Musical Chairs: On-course reporters and golf analysts change seats


    Professional golf, especially the major championships, is still a boon for TV ratings. As the PGA Tour kicks off the 2016 calendar year, a handful of prominent golf announcers find themselves at new networks, or at home, watching from the sidelines.

    CBS and David Feherty parted ways after nearly twenty seasons with Fehrety serving as their chief on-course roving reporter. During the course of his career at CBS, Feherty had become a star in his own right, hosting his own weekly show on the Golf Channel where he dedicated the entire hour to one-on-one interviews with famous golfers, politicians and celebrities.
    Indications are Feherty left CBS for a broader package with NBC, which has a relationship with the Golf Channel. NBC will cover the return of golf to the Olympic Games this summer and Feherty will be a big part of that broadcast. NBC also broadcasts the Ryder Cup. Feherty’s agreement with NBC Universal is a five-year deal.

    Musical Chairs: On-course reporters and golf analysts change seats 2
    While Dottie Pepper announced she was leaving NBC before the Feherty announcement, it’s possible she knew she might be the fall gal to make room for Feherty. She landed on her feet however, essentially swapping spots with Feherty by becoming a part of CBS golf team which includes Jim Nantz, Nick Faldo, Ian Baker-Finch, the hyper-caffeinated Gary McCord and Peter Kostis.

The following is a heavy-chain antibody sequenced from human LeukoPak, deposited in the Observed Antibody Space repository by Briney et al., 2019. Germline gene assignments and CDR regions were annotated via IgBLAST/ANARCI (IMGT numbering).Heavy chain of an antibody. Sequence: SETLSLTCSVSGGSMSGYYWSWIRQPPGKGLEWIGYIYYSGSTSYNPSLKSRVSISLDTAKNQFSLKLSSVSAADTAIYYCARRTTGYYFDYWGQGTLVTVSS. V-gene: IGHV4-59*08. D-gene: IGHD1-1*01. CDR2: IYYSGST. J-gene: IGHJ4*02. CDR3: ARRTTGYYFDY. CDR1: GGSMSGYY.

Pepper was a two-time major champion and had worked for eight seasons on NBC and the Golf Channel. Pepper’s move to CBS is interesting for a number of reasons. CBS covers more PGA golf than any other network. They also cover the highest-ranked and most coveted major of them all – the Masters.

    Pepper is set to become the first female who has analyzed the Masters tournament, which is hosted by Augusta National, a bastion of old boys who admitted the first women to their club only a decade or so ago. The outspoken Pepper is excellent at her job and follows in the footsteps of female golf announcing pioneer Judy Rankin.

    Fox of course made its highly anticipated golf debut at last year’s U.S. Open Championship at Chamber’s Bay with the line-up of Joe Buck and Greg Norman as lead announcer and analyst.
    In January of this year, Fox stunned the media world by announcing the release of Norman who said he was “shocked” by Fox’s decision. Speculation inside Fox’s decision centers around the claim that they felt Norman hadn’t worked hard enough in preparation for his role as lead analyst. Fox was said to be considering former PGA Champion and winning Ryder Cup Captain Paul Azinger and the Golf Channel’s Brandel Chamblee as possible replacements for Norman and initial reports indicate Azinger has won the job.

    Norman took the high road on the way out of Fox, thanking them for the experiencing and recognizing it was a business decision. Fox will be in just the second year of their 12-year agreement with the USGA to broadcast the tournament.